If you select the hard copy option, you will receive paper copies of this role simulation via the shipping method you select.

For additional information about the soft copy option, please visit our FAQ section, or contact the PON Teaching Negotiation Resource Center at tnrc@law.harvard.edu or 800-258-4406 (within the U.S.) or 301-528-2676 (outside the U.S.).

Please note: At the present time, Teaching Negotiation Resource Center soft copies are compatible with the following versions of the Adobe Acrobat Reader: English, German, French, Spanish, Swedish, Portuguese, Japanese, and Korean. If you have a different version of the Acrobat Reader, you may wish to download one of these at http://www.adobe.com/products/acrobat/readstep2.html, or contact the PON Teaching Negotiation Resource Center at tnrc@law.harvard.edu, 800-258-4406 (within the U.S.), or 301-528-2676 (outside the U.S.) for further assistance. This restriction does not apply to the freely available Teacher’s Package Review Copies.

Ordering a single copy for review

If you wish to review the materials for a particular role simulation to decide whether you’d like to use it, a PDF, or soft copy, version of the Teacher’s Package for the simulation is available as a free download from the description page of most role simulations and case studies. All Teacher’s Packages include copies of all participant materials. In addition, some Teacher’s Packages (but not all) include additional teaching materials such as teaching notes or overhead masters.

Ordering copies for multiple participants

To order multiple copies of a role simulation for use in a course or workshop, simply enter the total number of participants in the box next to “Quantity.” There is no need to calculate how many of each role is required.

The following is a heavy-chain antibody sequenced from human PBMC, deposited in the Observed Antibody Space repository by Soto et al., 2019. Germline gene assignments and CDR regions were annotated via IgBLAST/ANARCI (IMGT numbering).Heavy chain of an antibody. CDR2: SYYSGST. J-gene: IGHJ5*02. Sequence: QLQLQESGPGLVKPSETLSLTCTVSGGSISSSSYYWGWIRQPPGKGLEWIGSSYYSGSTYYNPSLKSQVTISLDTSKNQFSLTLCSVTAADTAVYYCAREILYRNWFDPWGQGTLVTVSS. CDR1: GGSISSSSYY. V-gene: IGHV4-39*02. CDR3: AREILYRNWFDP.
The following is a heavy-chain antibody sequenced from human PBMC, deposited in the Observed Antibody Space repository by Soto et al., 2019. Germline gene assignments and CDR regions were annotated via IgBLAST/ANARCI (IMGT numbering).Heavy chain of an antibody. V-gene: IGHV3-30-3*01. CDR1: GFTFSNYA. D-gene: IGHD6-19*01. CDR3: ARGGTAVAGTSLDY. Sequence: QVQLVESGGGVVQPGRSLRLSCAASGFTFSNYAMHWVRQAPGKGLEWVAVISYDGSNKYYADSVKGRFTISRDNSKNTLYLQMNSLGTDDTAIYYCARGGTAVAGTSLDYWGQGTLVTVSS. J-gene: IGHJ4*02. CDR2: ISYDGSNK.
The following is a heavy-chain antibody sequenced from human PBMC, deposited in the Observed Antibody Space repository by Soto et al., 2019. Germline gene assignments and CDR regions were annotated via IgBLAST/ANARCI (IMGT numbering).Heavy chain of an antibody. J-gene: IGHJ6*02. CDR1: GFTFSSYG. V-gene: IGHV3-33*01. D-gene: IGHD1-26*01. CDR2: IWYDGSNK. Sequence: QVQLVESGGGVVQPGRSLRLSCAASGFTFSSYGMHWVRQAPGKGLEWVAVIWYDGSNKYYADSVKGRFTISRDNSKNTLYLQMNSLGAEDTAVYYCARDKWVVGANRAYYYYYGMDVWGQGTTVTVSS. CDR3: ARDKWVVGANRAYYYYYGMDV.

If you are ordering hard copies, the Teaching Negotiation Resource Center will calculate the appropriate numbers of each role to provide, based on the total number of participants. For example, if you wish to order a 2-party role simulation for use with a class of 30 students, you would enter “30” in the box next to “Quantity.” You then would receive 15 copies of one role and 15 copies of the other role, for use with your 30 participants. As another example, if you ordered 30 participant copies of a 6-party role simulation, you would receive 5 copies of each role.

In the event that the number of participant copies you order is not evenly divisible by the number of roles in the simulation, you will receive extra copies of one or more roles. Participants receiving the extra roles may partner with other participants playing the same role, thus negotiating as a team. So, for instance, if you ordered 31 copies of a 2-party role simulation, you would receive 15 copies of the first role and 16 copies of the second role. One of the participants playing the second role would partner with another participant playing that same role, and the two would negotiate as a team.